Nelson stated that he voluntarily remained to speak with police. He did not tell them that he knew the gunman or where they could find him because he feared for his life. After the police left the station, Nelson said he returned to Thomas' house and found defendant there with Thomas' girlfriend. The defendant had the bank bags and other items taken from the station and had "quite a bit of the money on him." He stated that defendant returned his wallet to him and offered to give him a share of the money taken. Nelson refused. Defendant remained there for an unspecified length of time and then left in a cab. Nelson stated that there was no phone at Thomas' residence and defendant must have called the cab from the house next door.
Nelson went to the police on June 10, six days after the robbery. He named the defendant as the gunman and gave the police two bank bags, a business card file, and some of Haque's identification cards. Haque identified the items at trial as among those taken by the gunman. Nelson testified that his girlfriend found the items. After reviewing the statement he made to police on June 10, however, he recalled that he himself had found the items. He admitted that he went to the police at least in part because he was afraid they might charge him with the crime. However, he later stated that fear of prosecution had not been his reason. He stated he was given $40 by one of the officers, but that the money was a loan and was not paid in exchange for information. He admitted that he has not repaid the officer.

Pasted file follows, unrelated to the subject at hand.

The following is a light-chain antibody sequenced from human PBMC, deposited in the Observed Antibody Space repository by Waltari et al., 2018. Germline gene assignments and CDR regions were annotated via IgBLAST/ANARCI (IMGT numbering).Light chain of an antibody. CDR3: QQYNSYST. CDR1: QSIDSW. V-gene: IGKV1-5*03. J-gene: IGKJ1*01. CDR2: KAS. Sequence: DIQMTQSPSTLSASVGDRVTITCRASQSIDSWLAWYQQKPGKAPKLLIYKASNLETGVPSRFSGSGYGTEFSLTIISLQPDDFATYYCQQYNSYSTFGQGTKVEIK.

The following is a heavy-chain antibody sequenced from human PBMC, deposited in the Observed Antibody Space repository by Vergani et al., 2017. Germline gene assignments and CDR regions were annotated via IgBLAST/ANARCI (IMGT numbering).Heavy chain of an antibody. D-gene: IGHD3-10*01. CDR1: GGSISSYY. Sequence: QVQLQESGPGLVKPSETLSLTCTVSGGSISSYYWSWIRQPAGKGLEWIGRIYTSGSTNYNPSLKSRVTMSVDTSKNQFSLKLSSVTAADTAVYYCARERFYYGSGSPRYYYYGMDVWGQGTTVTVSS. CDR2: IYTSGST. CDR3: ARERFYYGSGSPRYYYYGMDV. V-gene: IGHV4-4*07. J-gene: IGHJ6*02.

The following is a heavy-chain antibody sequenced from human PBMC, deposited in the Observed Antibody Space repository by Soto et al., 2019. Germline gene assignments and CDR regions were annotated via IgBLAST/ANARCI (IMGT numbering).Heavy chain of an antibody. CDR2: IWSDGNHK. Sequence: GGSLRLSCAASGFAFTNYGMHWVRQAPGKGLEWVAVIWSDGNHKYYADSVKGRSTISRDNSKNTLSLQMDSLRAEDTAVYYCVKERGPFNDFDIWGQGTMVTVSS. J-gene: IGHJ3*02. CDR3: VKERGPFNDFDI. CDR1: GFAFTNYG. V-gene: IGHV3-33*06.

On June 14, based on the information Nelson gave them, police arrested defendant and placed him in a lineup with four other men. Haque viewed the lineup and identified defendant as the gunman.
Defendant testified that in June 1985, he had been living at the home of Modelia Cook for about a month. He stated that he knew Nelson well and had been to Haque's gas station with him several times, but had no knowledge of the robbery. He could not specifically recall June 4, 1985, but said that he must have been asleep at Cook's home that night, as she had a 12 o'clock curfew for him and her son.
Cook testified for the defendant. She stated that in the time defendant lived at her home, which included the night of the robbery, he had never violated her 12 o'clock curfew. She said she always knew when defendant came in as it was his habit to call up to her and ask if she needed anything. She said she would have known if he went out during the night because when anyone entered or left, her door always squeaked loudly, and her two poodles always barked. Cook's son, who slept in the bedroom next to defendant's, gave virtually the same testimony.
Michael Costner also testified for the defendant. He stated that in September 1985 he was in a parked car "getting high" with Floyd Nelson and another man, who asked Nelson why he had set up the defendant. Costner said Nelson replied that he thought defendant was messing around with his girlfriend. Several defense witnesses testified that defendant has a good reputation for honesty. They also stated that defendant regularly wore either a brightly colored high school jacket or a leather jacket and had never seen him wear a sweatshirt or jacket of the type used in the robbery. The witnesses also stated that defendant did not own a car and his only means of transportation were his bicycle or his feet.
Additionally, the parties stipulated that Michael Thomas had in fact been in jail on the evening of June 3, 1985, the date that Nelson testified he overheard ...